Let's Talk About Eggs, Baby (Humanity and Eating, part 3), kids and naps

Ok, a terrible rip-off of a silly song, but alas. Throw me a bone because my musical tastes were formed largely in the late 80s/early 90s so really, what do you want from me, and my throat huuuurrrts. Can you tell I am a most pathetic sick person? Why do kids resist naps? And how -I'm really curious about the process here- can they jump and call for you ceaselessly and then INSTANTANEOUSLY fall asleep, never to be heard from again until they wake? I do not fall asleep in this manner, and it boggles my mind. Oliver was a bed-ridden spring for a full 15 or 20 minutes, calling "Mommy, why are you not in here? I need you! I am not sleepy!" and then suddenly, silence. Hmm.

Anyway, back to the eggs (and other pasture-raised goodies) while I'm waiting for my ricotta to finish curding. Having researched all the eggs offered at our local Whole Foods, I'm sad to say that only one "brand" seems to really(!) be  selling free-range, pastured eggs. Three cheers for Vital Farms, a co-op of farms in Texas, Arkansas,  Oklahoma and Georgia, whose parameters for including a farm under its purview include: pasture land that "must be USDA certified organic with a minimum of three years of no chemical input," the hens and all feed that they don't consume from the pasture must be USDA organic certified too, and the chickens and hens roam around and get exercise, laying eggs on their own natural schedule.

Nutritional Differences: Pastured animals produce nutritionally different (better) meat and eggs. When animals are allowed to eat what they evolved to -grasses and other plants, insects, etc- they consume a multiplicity of vitamins not found in industrial by-product corn- and soy-meal. And, as Vital Farms and others stress, when animals roam outdoors rather than being locked inside, they benefit from sun-based Vitamin D, just like we do. When animals can move, run, release stress via movement, their meat is leaner, more nutritious. In Real Food, Nina Planck (founder of the NYC Greenmarket), writes that feedlot cattle are "30% fat by body weight--technically obese" while their grass-fed counterparts produce meat that's lean as a skinless chicken breast.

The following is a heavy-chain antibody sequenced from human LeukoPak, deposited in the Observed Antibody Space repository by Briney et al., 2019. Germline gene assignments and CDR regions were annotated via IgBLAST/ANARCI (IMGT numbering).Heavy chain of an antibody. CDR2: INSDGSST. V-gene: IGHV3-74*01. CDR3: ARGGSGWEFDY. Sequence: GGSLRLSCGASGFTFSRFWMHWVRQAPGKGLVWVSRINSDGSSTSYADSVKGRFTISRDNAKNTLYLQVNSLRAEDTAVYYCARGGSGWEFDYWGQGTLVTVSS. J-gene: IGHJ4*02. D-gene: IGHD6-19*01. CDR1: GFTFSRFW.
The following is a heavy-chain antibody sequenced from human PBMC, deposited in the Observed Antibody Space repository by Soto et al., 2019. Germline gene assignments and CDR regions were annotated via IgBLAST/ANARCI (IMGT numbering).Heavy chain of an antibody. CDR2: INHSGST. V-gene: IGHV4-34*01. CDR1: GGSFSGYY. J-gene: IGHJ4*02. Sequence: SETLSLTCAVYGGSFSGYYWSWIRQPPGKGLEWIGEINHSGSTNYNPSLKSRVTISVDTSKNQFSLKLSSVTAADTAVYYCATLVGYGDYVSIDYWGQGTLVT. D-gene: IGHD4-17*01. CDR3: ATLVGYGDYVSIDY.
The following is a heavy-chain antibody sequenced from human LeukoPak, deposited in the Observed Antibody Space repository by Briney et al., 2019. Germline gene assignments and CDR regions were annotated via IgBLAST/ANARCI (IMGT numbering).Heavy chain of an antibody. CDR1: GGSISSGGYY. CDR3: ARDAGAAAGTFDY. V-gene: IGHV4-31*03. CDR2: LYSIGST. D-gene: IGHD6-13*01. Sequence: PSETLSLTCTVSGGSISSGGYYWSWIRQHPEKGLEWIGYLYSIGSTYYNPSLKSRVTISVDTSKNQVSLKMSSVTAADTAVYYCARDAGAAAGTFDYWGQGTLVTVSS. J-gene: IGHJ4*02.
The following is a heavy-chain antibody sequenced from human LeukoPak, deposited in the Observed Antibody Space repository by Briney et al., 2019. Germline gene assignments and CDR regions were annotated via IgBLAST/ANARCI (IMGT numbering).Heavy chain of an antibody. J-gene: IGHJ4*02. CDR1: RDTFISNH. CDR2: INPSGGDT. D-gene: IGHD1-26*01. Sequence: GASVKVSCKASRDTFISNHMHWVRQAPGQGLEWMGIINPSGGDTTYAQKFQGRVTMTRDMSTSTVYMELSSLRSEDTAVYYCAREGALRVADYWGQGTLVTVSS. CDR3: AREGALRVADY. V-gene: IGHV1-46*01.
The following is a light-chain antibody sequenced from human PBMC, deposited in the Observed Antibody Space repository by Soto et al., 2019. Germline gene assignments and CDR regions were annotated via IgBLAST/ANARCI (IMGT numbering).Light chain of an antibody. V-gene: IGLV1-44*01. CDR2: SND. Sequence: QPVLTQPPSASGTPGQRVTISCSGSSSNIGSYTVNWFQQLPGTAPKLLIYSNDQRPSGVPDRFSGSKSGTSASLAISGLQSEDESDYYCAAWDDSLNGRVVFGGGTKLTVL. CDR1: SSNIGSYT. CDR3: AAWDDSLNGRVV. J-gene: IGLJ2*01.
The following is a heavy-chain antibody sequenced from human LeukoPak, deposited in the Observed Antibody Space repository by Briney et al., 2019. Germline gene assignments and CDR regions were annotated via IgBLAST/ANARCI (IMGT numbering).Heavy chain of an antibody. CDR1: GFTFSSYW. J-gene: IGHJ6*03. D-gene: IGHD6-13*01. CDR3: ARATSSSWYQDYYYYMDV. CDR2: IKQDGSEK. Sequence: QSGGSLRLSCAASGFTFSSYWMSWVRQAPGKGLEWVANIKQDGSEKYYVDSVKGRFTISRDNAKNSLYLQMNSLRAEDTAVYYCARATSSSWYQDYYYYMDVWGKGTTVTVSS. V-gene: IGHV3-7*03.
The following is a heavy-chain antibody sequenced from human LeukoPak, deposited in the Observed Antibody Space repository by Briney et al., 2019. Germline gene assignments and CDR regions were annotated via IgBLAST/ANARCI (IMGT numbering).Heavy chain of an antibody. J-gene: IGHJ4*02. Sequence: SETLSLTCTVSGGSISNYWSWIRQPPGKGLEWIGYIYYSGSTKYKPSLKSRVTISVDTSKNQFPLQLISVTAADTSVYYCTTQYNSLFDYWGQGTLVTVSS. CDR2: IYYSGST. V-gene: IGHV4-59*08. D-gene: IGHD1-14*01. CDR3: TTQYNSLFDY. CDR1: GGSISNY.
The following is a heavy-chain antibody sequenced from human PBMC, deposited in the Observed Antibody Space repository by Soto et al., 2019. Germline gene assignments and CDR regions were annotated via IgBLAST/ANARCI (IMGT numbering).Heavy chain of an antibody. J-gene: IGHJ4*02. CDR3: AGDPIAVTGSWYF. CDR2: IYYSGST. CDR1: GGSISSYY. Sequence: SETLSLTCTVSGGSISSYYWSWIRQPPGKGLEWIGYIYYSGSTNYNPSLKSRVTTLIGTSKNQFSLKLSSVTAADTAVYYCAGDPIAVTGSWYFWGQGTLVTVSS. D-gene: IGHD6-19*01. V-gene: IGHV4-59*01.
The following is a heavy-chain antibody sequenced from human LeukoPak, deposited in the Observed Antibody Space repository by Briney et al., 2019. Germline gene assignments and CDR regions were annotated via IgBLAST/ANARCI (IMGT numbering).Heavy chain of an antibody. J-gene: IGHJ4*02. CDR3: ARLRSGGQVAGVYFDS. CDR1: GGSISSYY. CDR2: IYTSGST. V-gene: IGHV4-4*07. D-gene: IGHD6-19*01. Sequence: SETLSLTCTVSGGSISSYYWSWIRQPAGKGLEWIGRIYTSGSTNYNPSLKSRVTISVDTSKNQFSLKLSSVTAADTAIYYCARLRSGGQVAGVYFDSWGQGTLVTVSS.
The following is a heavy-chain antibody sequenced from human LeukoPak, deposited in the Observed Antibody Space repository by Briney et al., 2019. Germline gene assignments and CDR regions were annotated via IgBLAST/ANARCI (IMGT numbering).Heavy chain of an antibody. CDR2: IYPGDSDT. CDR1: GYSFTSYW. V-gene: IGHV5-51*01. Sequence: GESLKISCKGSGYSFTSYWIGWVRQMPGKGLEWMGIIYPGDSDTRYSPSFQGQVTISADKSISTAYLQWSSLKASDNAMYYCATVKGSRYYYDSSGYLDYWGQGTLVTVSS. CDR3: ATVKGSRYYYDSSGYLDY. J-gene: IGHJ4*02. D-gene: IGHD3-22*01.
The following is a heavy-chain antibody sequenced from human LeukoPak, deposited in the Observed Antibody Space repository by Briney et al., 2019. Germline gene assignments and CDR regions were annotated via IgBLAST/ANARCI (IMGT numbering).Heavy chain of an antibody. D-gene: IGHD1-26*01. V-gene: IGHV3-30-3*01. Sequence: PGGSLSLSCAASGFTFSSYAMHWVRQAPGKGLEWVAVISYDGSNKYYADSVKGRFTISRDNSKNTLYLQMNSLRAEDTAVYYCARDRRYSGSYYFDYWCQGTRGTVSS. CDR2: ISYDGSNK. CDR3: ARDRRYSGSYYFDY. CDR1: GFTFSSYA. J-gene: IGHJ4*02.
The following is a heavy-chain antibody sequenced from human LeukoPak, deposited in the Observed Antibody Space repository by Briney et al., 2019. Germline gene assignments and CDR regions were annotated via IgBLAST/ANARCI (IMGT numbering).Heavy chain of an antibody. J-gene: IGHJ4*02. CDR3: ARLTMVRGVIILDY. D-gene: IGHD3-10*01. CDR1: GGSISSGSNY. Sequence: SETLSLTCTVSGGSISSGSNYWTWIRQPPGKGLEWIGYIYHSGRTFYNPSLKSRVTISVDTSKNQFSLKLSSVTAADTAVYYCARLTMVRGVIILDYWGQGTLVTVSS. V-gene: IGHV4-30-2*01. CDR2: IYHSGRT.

The fat content in these meats are different too. Industrial beef contains less monounsaturated oleic acid (an LDL-lowering fatty acid), less CLA omega-6 fat (a polyunsaturated fat thought to help build lean muscle and prevent heart disease and possibly cancer) and all the growth hormones (including known endocrine disruptors) and antibiotics the cattle are administered to fatten up quickly and ward off feedlot-born diseases before slaughter.

Pastured and industrially grown cattle produce much different milk too. Grass-fed cows' milk contains "more omega-3s, more vitamin A and more beta-carotene and other antioxidants" than their feedlot kin. Planck, pulling from a Journal of Dairy Science report, notes that "the CLA in grass-fed butterfat is 500% greater than the butterfat of cows eating a typical dairy ration."

Likewise for eggs, a wonderful source of protein, biotin, lutein, and choline. And as the Vital Farms website states, "in comparison to a conventional egg, pasture raised eggs contain:

  • 1⁄3 less cholesterol
  • 1⁄4 less saturated fat
  • 2⁄3 more Vitamin A
  • 2 times more omega-3 fatty acids
  • 3 times more Vitamin E
  • 7 times more beta carotene

as well as 4 to 6 times more Vitamin D than conventional eggs."

How many of those vitamins and fats do you recognize by virtue of seeing at your market, one upon another new product boasting of their inclusion? They've got to be good if nutrition scientists want to add them to everything from cereal to yogurt and so on. But you can also get them naturally!

Yes, these products cost more -a dozen Vital Farms eggs is $5.99- but I think that it's not hard to see why. If a farmer is providing enough land on which animals can roam and feed, respecting their natural reproductive schedules, slaughtering them humanely and cleanly, it adds up. As one who has tried repeatedly to harvest more than 2 organic strawberries from my backyard, I can tell you that it's damn hard and I definitely understand why a pint of them cost $5.

If we had real Farm Bill reform, subsidizing this kind of real food rather than corn, soybeans and what you can make from them, costs would go down, accessibility would go up, and we and our Earth would be all the healthier for it. In the meantime, get out to your local farmers markets and demand better from your grocery stores! Go Team!

Good associated reading: Real Food by Nina Planck, The Omnivores Dilemma and pretty much anything else by Michael Pollan, Eating Animals by Jonathan Safran Foer.